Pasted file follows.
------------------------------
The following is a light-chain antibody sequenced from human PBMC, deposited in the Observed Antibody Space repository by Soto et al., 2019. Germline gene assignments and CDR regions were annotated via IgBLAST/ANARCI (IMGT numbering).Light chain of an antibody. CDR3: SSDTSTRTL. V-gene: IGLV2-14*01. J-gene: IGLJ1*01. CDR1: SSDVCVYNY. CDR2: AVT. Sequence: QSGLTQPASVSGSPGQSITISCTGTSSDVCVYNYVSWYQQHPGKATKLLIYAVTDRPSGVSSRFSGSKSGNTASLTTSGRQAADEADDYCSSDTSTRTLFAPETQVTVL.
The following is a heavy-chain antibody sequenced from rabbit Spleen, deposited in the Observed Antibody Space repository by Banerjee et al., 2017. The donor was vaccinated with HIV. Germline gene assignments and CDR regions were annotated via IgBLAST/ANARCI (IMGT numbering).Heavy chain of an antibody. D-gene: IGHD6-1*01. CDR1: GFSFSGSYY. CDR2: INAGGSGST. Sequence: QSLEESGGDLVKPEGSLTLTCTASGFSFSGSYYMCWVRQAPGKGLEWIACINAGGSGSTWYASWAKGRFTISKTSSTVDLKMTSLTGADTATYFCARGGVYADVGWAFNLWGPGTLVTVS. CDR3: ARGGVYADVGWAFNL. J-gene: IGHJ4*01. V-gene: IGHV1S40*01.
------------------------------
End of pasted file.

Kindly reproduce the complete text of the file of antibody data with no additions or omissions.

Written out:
The following is a light-chain antibody sequenced from human PBMC, deposited in the Observed Antibody Space repository by Soto et al., 2019. Germline gene assignments and CDR regions were annotated via IgBLAST/ANARCI (IMGT numbering).Light chain of an antibody. CDR3: SSDTSTRTL. V-gene: IGLV2-14*01. J-gene: IGLJ1*01. CDR1: SSDVCVYNY. CDR2: AVT. Sequence: QSGLTQPASVSGSPGQSITISCTGTSSDVCVYNYVSWYQQHPGKATKLLIYAVTDRPSGVSSRFSGSKSGNTASLTTSGRQAADEADDYCSSDTSTRTLFAPETQVTVL.
The following is a heavy-chain antibody sequenced from rabbit Spleen, deposited in the Observed Antibody Space repository by Banerjee et al., 2017. The donor was vaccinated with HIV. Germline gene assignments and CDR regions were annotated via IgBLAST/ANARCI (IMGT numbering).Heavy chain of an antibody. D-gene: IGHD6-1*01. CDR1: GFSFSGSYY. CDR2: INAGGSGST. Sequence: QSLEESGGDLVKPEGSLTLTCTASGFSFSGSYYMCWVRQAPGKGLEWIACINAGGSGSTWYASWAKGRFTISKTSSTVDLKMTSLTGADTATYFCARGGVYADVGWAFNLWGPGTLVTVS. CDR3: ARGGVYADVGWAFNL. J-gene: IGHJ4*01. V-gene: IGHV1S40*01.